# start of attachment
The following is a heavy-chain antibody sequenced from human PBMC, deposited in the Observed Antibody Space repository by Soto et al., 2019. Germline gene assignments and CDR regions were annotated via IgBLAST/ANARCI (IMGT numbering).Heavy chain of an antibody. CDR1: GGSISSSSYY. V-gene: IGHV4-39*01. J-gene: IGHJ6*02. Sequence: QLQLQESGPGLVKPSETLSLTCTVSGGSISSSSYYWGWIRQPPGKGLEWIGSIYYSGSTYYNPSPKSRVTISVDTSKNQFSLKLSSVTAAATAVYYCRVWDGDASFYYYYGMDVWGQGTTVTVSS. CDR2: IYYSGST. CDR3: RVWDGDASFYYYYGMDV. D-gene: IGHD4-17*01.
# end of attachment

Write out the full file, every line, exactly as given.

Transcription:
The following is a heavy-chain antibody sequenced from human PBMC, deposited in the Observed Antibody Space repository by Soto et al., 2019. Germline gene assignments and CDR regions were annotated via IgBLAST/ANARCI (IMGT numbering).Heavy chain of an antibody. CDR1: GGSISSSSYY. V-gene: IGHV4-39*01. J-gene: IGHJ6*02. Sequence: QLQLQESGPGLVKPSETLSLTCTVSGGSISSSSYYWGWIRQPPGKGLEWIGSIYYSGSTYYNPSPKSRVTISVDTSKNQFSLKLSSVTAAATAVYYCRVWDGDASFYYYYGMDVWGQGTTVTVSS. CDR2: IYYSGST. CDR3: RVWDGDASFYYYYGMDV. D-gene: IGHD4-17*01.